Vitamin E

Vitamin E (Tocopherol)

Chemically vitamin E designates the group of compounds (tocol and tocotrienol derivatives) which exhibits qualitatively the biological activity of alpha tocopherol.

Chemical characterstics of vitamin E

Biological activity associated with vitaminE is exhibited by four compounds designated as alpha,beta,gamma and delta tocopherols. Of these, alpha tocopherol is the most important because of its biological activity and occurance.

Tocopherols are oily liquids at room temperature. High temperature and acidic ph donot affect its stability but its oxidation occurs in the presence of iron or rancid fat.

Tocopherols act as antioxidants.Delta tocopherol shows the highest antioxidant power.

Digestion and absorption of vitamin E

Fat and bile salts facilitate absorption of vitamin E in the intestinal wall. The vitamin is then carried to the liver. However, very little vitamin E is transferred to the infant across the placenta.

Functions of vitamin E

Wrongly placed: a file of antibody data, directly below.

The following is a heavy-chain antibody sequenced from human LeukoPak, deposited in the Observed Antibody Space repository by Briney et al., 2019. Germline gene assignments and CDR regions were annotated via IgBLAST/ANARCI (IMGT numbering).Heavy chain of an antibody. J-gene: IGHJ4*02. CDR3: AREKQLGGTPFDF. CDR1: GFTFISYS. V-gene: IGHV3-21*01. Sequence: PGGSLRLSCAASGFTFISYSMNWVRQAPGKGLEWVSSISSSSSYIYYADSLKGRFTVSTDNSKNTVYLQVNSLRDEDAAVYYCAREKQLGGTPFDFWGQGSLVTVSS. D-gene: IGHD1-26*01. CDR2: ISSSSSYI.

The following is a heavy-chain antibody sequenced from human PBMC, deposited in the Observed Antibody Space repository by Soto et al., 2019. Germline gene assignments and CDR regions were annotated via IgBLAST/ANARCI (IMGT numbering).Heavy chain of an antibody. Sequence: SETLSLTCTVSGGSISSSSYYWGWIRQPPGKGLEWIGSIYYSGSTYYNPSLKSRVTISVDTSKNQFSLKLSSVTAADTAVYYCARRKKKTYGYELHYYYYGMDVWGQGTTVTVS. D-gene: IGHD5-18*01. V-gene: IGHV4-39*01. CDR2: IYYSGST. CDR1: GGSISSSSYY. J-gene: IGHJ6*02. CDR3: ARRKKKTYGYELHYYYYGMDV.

1. Vitamin E converts the free radical into less reactive and non-toxic form.
  2. It works as protector against oxidation.
  3. In the membranous part of the cell vitamin E integrates with phospholipids, cholestrol, triglycerides- the three main structural elements of membranes.

In general, vitamin E plays an important role in maintaining stability and integrity of cell membrane.

Deficiency symptoms of vitamin E

In severe deficiency there is increased haemolysis of the red blood cells, creatinuria, deposition of brownish ceroid pigment in smooth muscle and development of muscular dystrophy.

Sources of vitamin E

Good food sources of Vitamin E are (in descending order):

  • Sunflower Seeds
  • Wheatgerm
  • Sesame Seeds
  • Peanuts

    Vitamin E has been claimed to have some anti-aging effects, both taken orally and applied on the skin.

    Excellent sources of vitamin E include: mustard greens, chard, sunflower seeds, and turnip greens. Very good sources include almonds and spinach.

    The best sources of vitamin E are vegetable oils such as sunflower, canola, corn, soybean and olive oil. Nuts, sunflower seeds and wheat germ are also good sources. Other sources of vitamin E are whole grains, fish, peanut butter, and green, leafy vegetables.

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